(It was a loss for Arkansas Attorney General Dustin McDaniel. Click here to read more.)

‘This Catch-22’

Class-action defendants, especially those whose cases are assigned to Miller County Circuit Judge Kirk Johnson, have had a hard time getting a hearing to determine whether there’s enough of a legal question to even warrant discovery, said Rosen, the California lawyer who had filed a brief in support of Standard Fire.

Judge Johnson didn’t return calls for comment.

After a case is filed in Miller County, Rosen said, the plaintiffs’ attorneys begin pummeling defendants with requests to produce — at their own expense — thousands or even millions of pages of documents. The discovery costs alone could run into the millions, often more than the $5 million to which the plaintiffs have voluntarily limited total damages, before the case is even certified as a class action. Defendants complained that they had to comply with costly discovery demands even before they could get a hearing to determine whether they even belong in the lawsuit.

A judge in federal court, on the other hand, would set a hearing for the defendants “right away” to determine if the case is worthy of moving forward with discovery, Rosen said.

Defendants, he said, were being “forced into this Catch-22. They either have to spend a ton of money on discovery for years being stuck in limbo or settle. And that’s sort of where the plaintiffs want them.”

But not just any state court will do, according to Ted Frank, a founder of the Center for Class Action Fairness.

“If you don’t have the right to take these cases to federal court, the plaintiffs get to pick where they file their case,” Frank told Arkansas Business. “All they have to do is find the one friendly jurisdiction. For a long time, it was Madison County in southern Illinois, and now it looks like it’s Miller County.”

Knowles v. Standard Fire

Standard Fire wanted no part of Miller County justice, which had become infamous among defense attorneys. Even as they accused the plaintiffs of “forum shopping,” defense attorneys were also trying to choose the most favorable court for their clients.

But to bring the roof repair case under federal jurisdiction, Standard Fire found itself in the unenviable position of having to argue that Greg Knowles’ class-action case was actually worth more in damages than Knowles and his attorneys were seeking.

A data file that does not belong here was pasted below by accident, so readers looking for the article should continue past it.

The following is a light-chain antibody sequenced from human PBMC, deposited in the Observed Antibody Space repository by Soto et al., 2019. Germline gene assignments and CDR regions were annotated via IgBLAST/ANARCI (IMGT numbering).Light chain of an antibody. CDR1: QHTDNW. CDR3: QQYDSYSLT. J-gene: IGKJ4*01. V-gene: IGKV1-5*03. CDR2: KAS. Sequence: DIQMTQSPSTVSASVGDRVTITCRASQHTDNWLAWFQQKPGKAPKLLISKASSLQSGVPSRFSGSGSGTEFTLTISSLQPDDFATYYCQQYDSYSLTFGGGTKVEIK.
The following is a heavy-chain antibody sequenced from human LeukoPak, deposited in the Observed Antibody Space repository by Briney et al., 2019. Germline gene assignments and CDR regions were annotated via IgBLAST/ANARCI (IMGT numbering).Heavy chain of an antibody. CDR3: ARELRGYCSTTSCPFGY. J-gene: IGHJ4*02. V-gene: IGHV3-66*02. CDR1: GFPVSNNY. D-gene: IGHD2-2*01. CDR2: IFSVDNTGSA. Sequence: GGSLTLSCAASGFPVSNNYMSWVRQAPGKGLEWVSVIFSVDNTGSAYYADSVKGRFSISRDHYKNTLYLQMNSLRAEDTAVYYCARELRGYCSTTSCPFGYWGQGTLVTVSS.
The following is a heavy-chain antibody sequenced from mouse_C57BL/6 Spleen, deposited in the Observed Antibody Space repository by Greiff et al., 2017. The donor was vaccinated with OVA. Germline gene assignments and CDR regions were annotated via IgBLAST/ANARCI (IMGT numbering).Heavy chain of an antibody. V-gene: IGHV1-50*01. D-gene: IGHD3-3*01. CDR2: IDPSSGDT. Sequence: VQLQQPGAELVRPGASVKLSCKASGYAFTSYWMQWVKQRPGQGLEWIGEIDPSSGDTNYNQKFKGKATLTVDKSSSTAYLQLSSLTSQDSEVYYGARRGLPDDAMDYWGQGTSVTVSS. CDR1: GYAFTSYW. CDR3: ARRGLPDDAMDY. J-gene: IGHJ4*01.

On Dec. 2, 2011, U.S. District Judge P.K. Holmes III of Fort Smith denied Standard Fire’s request to move to federal court because Knowles had stipulated that damages and costs wouldn’t exceed $5 million. The 8th U.S. Circuit Court of Appeals declined to rehear the case.

Standard Fire then asked the U.S. Supreme Court to “determine whether CAFA is a strong remedy for state court abuses in class actions, as Congress expressly intended, or if it has a loophole that allows plaintiff’s lawyers to easily avoid federal jurisdiction.”

The highest court announced in August that it would take the case and then heard oral arguments on the first Monday in January. The ruling last week sends the Knowles case back to U.S. District Court.

May It Please the Court

The importance of the $5 million question to the Keil & Goodson legal strategy was underscored when partner John Goodson’s wife, Arkansas Supreme Court Justice Courtney Hudson Goodson, attended the oral argument in the Knowles case. Afterward, she met briefly with Justice Antonin Scalia, who had been apprised of her husband’s interest in the case.

Boutrous, the lawyer for Standard Fire, told the high court that, by enacting the Class Action Fairness Act, Congress intended to quash the kind of legal shenanigans being perpetrated by plaintiffs’ attorneys that kept class-action cases in friendly state courts.

He told the justices that plaintiff Knowles shouldn’t be allowed to “affect or jeopardize or undermine the claims of absent individuals” by stipulating that the damages wouldn’t be more than $5 million.

As discovery in state court starts, Boutrous said, he feared that another policyholder might step forward and say the damages are worth more, and the next plaintiff wouldn’t be bound by Knowles’ stipulation.

Justice Sonia Sotomayor asked what was wrong with that scenario, since that would allow the case to be moved to federal court. Boutrous said waiting for another plaintiff wouldn’t solve the problem defendants are having with onerous and expensive discovery requests in the meantime.

He said the stipulation on damages was designed solely “to keep the case in state court, contrary to Congress’ intent.”

In Miller County, “it’s not speedy justice,” Boutrous said. “It takes five or six years to get a hearing on anything and then there’s no hearing, even on class certification.”

David Frederick, a Washington, D.C., attorney, argued the case for homeowner Greg Knowles, but he was, in effect, representing the lawyers who have made the $5 million stipulation a centerpiece of their business plan.

He said any proposed class representative and his attorneys always make a number of strategic judgments on how best to handle a class-action case. “And that entails judgments about whether to assert various legal theories here,” he said.

Frederick said Congress didn’t want every class-action case going to federal court because the courts didn’t have the money to deal with the potential wave of lawsuits.

At one point, Chief Justice John Roberts Jr. asked Frederick why the Knowles case was filed in Miller County Circuit Court.

“Because these are Texarkana lawyers who filed on behalf of all Arkansas residents and Texarkana, Ark., is a jurisdiction in Arkansas,” he said.